An injectable form of Herceptin could substantially cut the time spent in hospital for some women undergoing breast cancer treatment, suggest the results of a Phase 3 trial published online in The Lancet Oncology.
Women with HER2-positive breast cancer, which accounts for one in five cases, are often treated with Herceptin (trastuzumab), alongside standard chemotherapy.
This has to be administered intravenously, requiring the patient to be hooked up to a drip for 90 minutes for their first dose. If the drug is well tolerated, the patient then needs to travel to hospital to receive subsequent doses, spending 30 minutes on a drip, usually once every 3 weeks.
The researchers found that an injectable formulation of the drug appears to be as effective as the traditional intravenous formulation, with the drug being used by the body in the same way, and similarly prompting the disappearance of all clinical evidence of the disease (pCR).
The different formulations were compared in 299 women randomly assigned to intravenous trastuzumab and 297 given the drug subcutaneously.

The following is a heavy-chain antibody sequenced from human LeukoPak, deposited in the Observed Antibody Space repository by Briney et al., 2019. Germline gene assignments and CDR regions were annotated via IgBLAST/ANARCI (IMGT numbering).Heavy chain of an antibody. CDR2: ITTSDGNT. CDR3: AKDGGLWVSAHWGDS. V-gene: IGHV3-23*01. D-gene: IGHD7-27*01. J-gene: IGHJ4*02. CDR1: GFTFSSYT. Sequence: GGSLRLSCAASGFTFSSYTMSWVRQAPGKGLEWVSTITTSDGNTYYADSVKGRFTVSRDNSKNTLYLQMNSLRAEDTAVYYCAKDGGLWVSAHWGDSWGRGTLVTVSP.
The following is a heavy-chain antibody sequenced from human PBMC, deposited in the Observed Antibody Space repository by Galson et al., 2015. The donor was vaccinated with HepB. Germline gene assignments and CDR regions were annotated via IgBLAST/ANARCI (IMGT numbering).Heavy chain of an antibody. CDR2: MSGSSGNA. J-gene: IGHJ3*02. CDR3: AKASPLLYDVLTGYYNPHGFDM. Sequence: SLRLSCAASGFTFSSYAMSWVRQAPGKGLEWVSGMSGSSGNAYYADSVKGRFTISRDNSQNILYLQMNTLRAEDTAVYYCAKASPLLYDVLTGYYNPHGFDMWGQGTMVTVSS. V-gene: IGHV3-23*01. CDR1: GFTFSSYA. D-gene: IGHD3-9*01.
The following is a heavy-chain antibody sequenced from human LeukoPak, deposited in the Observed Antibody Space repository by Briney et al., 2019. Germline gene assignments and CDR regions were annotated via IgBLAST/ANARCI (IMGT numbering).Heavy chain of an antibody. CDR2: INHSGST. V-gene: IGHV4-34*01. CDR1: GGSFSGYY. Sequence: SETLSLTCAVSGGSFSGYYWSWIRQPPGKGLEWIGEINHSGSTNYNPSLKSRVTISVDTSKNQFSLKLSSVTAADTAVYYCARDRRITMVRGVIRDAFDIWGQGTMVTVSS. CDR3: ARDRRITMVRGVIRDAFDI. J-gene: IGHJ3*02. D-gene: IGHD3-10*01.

The authors caution that it is too soon to say if injectable trastuzumab results in comparable survival and reduction in deaths as the intravenous formulation, but previous studies suggest that pCR rates correlate with survival and a reduction in the death rate.
The injectable formulation also has a comparable safety profile, raising hopes that in future, treatment for women taking trastuzumab for breast cancer could become considerably less time consuming.
The new formulation may also offer the potential for use at home, after appropriate training and support, say the authors.
Study author Dr Gustavo Ismael of the Amaral Carvalho Hospital in Brazil, said the new formulation offered “a valid alternative” to existing intravenously delivered treatments.
“The shortened duration of administration with subcutaneous trastuzumab has the potential to save time for patients, physicians and nursing staff,” he suggested.
In a linked Comment, Javier Cortes of the Vall d´Hebron Institute of Oncology in Spain, highlights the potential advantages of delivering trastuzumab subcutaneously.
“The ability to deliver the drug in about 5 minutes without the need to secure intravenous access makes treatment more convenient,” he said.
“Once the drug can be administered at home, patients will be able to continue their lives with less hospital dependence, which is an important psychological aspect,” he added.